Novo Nordisk Challenge Programme - ADIPOSIGN - Center for Adipocyte Signaling

Project: Research

Project Details

Description

The multifactorial nature of obesity and its co-morbidities constitute a major challenge for understanding disease etiology and developing efficient treatment strategies. Over the past decade, genome-wide association studies revealed ~300 single-nucleotide polymorphisms that are associated with various adiposity traits. These studies indicate that body-mass index is seemingly controlled by the central nervous system, whereas fat distribution and health-related effects of obesity (see also our preliminary data) are primarily controlled by adipocyte genes. These and other recent data support the hypothesis that variance in adipocyte function is a main driver of disease etiology in obesity.
The proposed Center for Adipocyte Signaling (ADIPOSIGN) is based on an outstanding team of scientists with highly complementary competences but with a common interest in understanding the role and mechanisms of adipocyte signal transduction in obesity disease etiology. By combining experimental and computational systems approaches (WP1), we will obtain unprecedented insights into how mouse adipocytes receive and respond to signals at the level of the genome and the cell membrane depending on depot, gender and genetic makeup. Based on unique human cohorts, adipose tissue samples and human genetic data we will characterize the signaling states of obese human adipocytes, and we will infer the impact of human genetic variation on obesity etiology (WP2). Through detailed molecular studies in advanced ex vivo and in vivo model systems (WP3), we will decipher how these signaling functions respond to obesity.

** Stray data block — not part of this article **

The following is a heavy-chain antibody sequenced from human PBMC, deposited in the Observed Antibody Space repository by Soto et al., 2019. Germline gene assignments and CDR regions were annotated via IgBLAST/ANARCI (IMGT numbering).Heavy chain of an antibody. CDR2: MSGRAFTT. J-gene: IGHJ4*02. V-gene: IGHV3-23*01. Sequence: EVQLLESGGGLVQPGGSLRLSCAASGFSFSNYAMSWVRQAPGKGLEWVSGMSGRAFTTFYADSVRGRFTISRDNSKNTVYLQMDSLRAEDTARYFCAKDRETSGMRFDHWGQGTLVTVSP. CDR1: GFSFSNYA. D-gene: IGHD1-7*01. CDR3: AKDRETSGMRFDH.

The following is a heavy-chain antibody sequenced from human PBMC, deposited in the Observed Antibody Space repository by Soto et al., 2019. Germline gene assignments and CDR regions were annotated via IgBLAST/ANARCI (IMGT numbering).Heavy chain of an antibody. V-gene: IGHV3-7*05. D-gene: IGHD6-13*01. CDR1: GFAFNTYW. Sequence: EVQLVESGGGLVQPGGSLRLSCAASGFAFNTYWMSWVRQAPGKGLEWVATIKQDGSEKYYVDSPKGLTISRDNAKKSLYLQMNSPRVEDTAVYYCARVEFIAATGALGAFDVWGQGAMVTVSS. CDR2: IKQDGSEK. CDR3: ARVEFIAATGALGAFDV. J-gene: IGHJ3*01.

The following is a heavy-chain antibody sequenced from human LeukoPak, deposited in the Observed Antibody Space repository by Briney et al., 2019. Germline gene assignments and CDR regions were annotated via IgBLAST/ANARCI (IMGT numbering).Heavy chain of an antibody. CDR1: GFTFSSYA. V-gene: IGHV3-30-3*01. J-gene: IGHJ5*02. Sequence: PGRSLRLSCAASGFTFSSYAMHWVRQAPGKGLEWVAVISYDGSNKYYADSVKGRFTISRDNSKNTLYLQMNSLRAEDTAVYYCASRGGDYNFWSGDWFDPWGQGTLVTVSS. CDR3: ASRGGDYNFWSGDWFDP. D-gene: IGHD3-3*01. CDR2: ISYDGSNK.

Our long-term ambition is that insights obtained in ADIPOSIGN will form the basis not only for future drug discovery, and possible treatment strategies, but also for new predictive and preventive strategies for obesity. The experimental and computational approaches developed in ADIPOSIGN can be applied to uncover the mechanism of other complex human disease beyond obesity.
StatusActive
Effective start/end date01/01/201931/12/2024